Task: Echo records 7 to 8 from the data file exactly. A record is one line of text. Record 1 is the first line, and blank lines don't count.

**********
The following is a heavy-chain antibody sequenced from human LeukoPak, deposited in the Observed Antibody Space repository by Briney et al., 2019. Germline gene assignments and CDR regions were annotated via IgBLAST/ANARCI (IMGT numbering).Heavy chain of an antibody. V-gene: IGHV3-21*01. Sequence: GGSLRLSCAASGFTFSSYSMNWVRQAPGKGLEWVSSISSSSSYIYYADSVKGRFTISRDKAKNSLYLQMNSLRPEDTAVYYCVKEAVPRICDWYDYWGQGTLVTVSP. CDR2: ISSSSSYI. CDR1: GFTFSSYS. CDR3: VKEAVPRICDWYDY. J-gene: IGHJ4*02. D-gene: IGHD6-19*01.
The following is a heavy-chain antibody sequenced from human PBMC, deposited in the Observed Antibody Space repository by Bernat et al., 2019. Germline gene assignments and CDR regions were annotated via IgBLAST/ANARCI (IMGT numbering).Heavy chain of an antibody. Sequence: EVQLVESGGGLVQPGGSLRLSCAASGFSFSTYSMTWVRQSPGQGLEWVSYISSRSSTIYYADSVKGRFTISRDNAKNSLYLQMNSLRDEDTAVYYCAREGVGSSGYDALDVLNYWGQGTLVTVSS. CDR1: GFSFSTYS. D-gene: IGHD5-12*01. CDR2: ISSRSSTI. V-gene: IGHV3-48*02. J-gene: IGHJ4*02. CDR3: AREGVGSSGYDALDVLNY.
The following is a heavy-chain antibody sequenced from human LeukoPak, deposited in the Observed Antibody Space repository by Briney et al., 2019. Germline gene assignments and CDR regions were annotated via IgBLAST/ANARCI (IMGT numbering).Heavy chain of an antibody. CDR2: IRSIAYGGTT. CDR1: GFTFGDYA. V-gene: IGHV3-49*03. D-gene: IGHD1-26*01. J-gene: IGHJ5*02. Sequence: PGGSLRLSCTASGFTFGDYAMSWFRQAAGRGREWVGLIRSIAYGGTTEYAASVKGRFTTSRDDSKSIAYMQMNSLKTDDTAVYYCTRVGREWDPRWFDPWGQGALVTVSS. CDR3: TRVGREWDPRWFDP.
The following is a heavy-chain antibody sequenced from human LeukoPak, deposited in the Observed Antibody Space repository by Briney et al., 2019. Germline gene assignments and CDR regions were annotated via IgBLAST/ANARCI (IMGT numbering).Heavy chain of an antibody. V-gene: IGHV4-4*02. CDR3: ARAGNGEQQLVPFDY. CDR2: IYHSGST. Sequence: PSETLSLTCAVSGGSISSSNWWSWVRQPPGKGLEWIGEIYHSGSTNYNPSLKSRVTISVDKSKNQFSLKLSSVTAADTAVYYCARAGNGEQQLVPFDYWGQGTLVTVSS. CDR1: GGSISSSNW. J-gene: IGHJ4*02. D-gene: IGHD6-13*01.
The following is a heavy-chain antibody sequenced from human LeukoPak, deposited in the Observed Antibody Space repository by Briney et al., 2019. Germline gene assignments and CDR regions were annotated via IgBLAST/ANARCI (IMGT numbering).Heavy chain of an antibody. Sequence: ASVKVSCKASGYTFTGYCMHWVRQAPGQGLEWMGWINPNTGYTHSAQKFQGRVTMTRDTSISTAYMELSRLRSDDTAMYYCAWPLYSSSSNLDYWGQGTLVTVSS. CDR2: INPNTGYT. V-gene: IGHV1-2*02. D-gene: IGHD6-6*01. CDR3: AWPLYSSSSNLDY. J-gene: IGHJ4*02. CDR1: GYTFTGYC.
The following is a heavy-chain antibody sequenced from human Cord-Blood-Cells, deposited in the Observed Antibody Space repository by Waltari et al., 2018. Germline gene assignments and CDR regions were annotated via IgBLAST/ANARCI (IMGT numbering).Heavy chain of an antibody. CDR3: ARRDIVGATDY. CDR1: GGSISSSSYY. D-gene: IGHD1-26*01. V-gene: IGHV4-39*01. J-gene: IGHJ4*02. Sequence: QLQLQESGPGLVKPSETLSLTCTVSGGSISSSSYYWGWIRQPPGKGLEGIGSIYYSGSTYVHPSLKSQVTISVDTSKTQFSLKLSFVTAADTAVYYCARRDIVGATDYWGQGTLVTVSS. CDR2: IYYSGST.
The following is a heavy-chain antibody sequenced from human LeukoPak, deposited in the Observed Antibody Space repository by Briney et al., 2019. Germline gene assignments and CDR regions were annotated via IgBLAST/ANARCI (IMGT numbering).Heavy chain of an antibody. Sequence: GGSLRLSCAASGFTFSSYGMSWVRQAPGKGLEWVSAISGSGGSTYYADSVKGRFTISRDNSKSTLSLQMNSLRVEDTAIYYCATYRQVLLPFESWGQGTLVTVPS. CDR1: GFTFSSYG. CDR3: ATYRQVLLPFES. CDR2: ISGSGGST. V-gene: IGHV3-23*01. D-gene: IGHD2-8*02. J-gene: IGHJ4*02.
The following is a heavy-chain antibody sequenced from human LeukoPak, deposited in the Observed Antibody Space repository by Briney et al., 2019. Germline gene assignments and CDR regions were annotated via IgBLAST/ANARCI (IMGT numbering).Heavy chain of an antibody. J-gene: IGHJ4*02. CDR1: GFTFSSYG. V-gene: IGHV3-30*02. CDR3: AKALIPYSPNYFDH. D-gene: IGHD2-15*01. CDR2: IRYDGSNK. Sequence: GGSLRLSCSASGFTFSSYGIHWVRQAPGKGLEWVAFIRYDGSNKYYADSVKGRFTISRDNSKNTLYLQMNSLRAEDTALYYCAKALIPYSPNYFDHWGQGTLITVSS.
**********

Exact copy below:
The following is a heavy-chain antibody sequenced from human LeukoPak, deposited in the Observed Antibody Space repository by Briney et al., 2019. Germline gene assignments and CDR regions were annotated via IgBLAST/ANARCI (IMGT numbering).Heavy chain of an antibody. Sequence: GGSLRLSCAASGFTFSSYGMSWVRQAPGKGLEWVSAISGSGGSTYYADSVKGRFTISRDNSKSTLSLQMNSLRVEDTAIYYCATYRQVLLPFESWGQGTLVTVPS. CDR1: GFTFSSYG. CDR3: ATYRQVLLPFES. CDR2: ISGSGGST. V-gene: IGHV3-23*01. D-gene: IGHD2-8*02. J-gene: IGHJ4*02.
The following is a heavy-chain antibody sequenced from human LeukoPak, deposited in the Observed Antibody Space repository by Briney et al., 2019. Germline gene assignments and CDR regions were annotated via IgBLAST/ANARCI (IMGT numbering).Heavy chain of an antibody. J-gene: IGHJ4*02. CDR1: GFTFSSYG. V-gene: IGHV3-30*02. CDR3: AKALIPYSPNYFDH. D-gene: IGHD2-15*01. CDR2: IRYDGSNK. Sequence: GGSLRLSCSASGFTFSSYGIHWVRQAPGKGLEWVAFIRYDGSNKYYADSVKGRFTISRDNSKNTLYLQMNSLRAEDTALYYCAKALIPYSPNYFDHWGQGTLITVSS.